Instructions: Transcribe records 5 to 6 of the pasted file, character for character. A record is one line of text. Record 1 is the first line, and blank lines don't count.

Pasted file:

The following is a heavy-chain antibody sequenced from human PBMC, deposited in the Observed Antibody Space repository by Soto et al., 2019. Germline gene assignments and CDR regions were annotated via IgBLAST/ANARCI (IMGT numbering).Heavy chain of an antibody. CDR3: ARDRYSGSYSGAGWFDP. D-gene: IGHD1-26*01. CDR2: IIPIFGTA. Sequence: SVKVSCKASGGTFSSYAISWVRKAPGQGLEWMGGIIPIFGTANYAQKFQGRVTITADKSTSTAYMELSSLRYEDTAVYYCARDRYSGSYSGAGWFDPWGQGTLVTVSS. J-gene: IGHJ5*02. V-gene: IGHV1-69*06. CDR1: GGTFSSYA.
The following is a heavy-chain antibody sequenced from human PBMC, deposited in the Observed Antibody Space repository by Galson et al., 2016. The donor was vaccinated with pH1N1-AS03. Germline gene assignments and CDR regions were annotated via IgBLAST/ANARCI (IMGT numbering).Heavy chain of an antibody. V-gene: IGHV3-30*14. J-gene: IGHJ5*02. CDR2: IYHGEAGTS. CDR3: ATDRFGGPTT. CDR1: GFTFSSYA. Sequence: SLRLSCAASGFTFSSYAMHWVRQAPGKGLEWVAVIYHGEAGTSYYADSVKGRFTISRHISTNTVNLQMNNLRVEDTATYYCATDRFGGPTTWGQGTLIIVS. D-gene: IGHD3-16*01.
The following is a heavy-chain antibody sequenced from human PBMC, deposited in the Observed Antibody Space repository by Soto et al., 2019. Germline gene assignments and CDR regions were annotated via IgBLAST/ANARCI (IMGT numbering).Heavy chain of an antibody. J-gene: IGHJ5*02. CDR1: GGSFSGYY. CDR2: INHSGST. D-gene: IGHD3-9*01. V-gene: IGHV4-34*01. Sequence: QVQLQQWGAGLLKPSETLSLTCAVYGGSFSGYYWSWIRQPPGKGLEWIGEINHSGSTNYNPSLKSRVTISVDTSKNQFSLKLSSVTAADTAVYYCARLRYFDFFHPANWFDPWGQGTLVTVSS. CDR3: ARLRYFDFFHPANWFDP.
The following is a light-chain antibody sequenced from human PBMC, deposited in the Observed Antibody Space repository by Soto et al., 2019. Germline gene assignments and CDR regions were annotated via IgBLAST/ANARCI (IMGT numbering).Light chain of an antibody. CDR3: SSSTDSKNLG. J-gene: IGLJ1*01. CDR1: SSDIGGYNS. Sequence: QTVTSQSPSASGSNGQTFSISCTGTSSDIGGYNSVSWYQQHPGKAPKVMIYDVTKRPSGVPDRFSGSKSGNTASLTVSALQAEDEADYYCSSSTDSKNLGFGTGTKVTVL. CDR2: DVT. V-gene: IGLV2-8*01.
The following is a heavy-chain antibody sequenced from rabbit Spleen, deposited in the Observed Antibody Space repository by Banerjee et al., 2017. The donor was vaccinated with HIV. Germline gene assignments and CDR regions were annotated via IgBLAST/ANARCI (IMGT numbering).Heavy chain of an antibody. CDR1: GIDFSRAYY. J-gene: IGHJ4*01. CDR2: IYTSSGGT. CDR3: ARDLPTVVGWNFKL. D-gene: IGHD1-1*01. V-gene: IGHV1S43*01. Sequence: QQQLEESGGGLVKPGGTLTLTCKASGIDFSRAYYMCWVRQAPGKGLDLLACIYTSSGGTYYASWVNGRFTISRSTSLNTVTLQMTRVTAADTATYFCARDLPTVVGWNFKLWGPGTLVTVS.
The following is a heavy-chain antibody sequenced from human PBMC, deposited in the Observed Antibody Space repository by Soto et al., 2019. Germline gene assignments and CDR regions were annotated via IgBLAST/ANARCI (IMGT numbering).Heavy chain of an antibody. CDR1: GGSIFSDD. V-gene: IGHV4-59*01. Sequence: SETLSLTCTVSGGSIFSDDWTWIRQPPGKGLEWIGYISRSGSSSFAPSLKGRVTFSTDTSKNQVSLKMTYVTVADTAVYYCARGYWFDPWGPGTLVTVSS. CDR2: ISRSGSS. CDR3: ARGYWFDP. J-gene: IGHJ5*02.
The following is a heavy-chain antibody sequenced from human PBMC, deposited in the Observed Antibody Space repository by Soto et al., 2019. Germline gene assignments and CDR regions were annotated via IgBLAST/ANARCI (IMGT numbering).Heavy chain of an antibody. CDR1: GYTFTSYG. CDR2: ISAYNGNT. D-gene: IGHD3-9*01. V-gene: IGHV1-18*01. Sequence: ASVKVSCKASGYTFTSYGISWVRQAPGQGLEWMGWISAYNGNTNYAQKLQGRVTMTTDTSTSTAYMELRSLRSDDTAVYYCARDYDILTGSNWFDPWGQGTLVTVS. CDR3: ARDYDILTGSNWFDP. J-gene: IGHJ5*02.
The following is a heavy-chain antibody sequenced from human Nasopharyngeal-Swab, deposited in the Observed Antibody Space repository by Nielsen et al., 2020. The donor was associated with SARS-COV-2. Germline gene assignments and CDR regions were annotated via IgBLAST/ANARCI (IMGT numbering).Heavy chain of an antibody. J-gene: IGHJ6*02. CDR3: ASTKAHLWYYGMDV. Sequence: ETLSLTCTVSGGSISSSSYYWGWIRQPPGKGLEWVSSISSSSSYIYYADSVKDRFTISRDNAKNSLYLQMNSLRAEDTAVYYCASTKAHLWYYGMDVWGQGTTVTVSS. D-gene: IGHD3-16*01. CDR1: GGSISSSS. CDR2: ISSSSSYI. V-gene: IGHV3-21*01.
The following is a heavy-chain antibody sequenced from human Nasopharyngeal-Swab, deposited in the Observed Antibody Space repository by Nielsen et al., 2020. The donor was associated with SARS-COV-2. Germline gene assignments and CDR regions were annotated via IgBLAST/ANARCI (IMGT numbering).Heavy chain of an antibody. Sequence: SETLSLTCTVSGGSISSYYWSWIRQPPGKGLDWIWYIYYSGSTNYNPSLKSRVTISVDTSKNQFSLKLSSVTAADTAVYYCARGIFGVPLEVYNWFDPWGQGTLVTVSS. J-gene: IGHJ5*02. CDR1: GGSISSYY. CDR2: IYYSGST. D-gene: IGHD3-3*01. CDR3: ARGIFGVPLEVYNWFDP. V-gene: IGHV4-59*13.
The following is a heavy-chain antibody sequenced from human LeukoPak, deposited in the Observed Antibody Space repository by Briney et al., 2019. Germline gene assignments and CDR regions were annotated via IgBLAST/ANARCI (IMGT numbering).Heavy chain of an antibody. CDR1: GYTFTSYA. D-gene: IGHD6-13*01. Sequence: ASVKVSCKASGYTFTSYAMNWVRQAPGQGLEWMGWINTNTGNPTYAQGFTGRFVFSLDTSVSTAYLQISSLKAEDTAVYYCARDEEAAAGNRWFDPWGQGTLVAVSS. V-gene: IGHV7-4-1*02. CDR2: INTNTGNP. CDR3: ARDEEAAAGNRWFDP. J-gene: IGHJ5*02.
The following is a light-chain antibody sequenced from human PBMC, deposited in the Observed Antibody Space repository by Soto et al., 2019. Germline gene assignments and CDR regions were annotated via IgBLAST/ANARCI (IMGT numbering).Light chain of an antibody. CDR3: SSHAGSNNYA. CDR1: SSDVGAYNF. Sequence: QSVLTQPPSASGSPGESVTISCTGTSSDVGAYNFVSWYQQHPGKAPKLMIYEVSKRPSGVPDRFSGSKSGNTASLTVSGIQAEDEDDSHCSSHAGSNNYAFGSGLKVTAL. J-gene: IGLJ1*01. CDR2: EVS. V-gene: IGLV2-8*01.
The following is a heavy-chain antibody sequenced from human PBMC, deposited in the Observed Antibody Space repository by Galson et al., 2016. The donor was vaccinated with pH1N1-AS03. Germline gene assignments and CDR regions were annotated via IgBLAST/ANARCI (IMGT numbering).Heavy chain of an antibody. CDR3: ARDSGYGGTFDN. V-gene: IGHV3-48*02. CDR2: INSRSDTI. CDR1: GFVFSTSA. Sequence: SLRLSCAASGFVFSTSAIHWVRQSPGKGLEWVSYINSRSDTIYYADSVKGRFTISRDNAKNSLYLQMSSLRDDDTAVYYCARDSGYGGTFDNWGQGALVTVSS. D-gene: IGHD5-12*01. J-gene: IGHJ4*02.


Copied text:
The following is a heavy-chain antibody sequenced from rabbit Spleen, deposited in the Observed Antibody Space repository by Banerjee et al., 2017. The donor was vaccinated with HIV. Germline gene assignments and CDR regions were annotated via IgBLAST/ANARCI (IMGT numbering).Heavy chain of an antibody. CDR1: GIDFSRAYY. J-gene: IGHJ4*01. CDR2: IYTSSGGT. CDR3: ARDLPTVVGWNFKL. D-gene: IGHD1-1*01. V-gene: IGHV1S43*01. Sequence: QQQLEESGGGLVKPGGTLTLTCKASGIDFSRAYYMCWVRQAPGKGLDLLACIYTSSGGTYYASWVNGRFTISRSTSLNTVTLQMTRVTAADTATYFCARDLPTVVGWNFKLWGPGTLVTVS.
The following is a heavy-chain antibody sequenced from human PBMC, deposited in the Observed Antibody Space repository by Soto et al., 2019. Germline gene assignments and CDR regions were annotated via IgBLAST/ANARCI (IMGT numbering).Heavy chain of an antibody. CDR1: GGSIFSDD. V-gene: IGHV4-59*01. Sequence: SETLSLTCTVSGGSIFSDDWTWIRQPPGKGLEWIGYISRSGSSSFAPSLKGRVTFSTDTSKNQVSLKMTYVTVADTAVYYCARGYWFDPWGPGTLVTVSS. CDR2: ISRSGSS. CDR3: ARGYWFDP. J-gene: IGHJ5*02.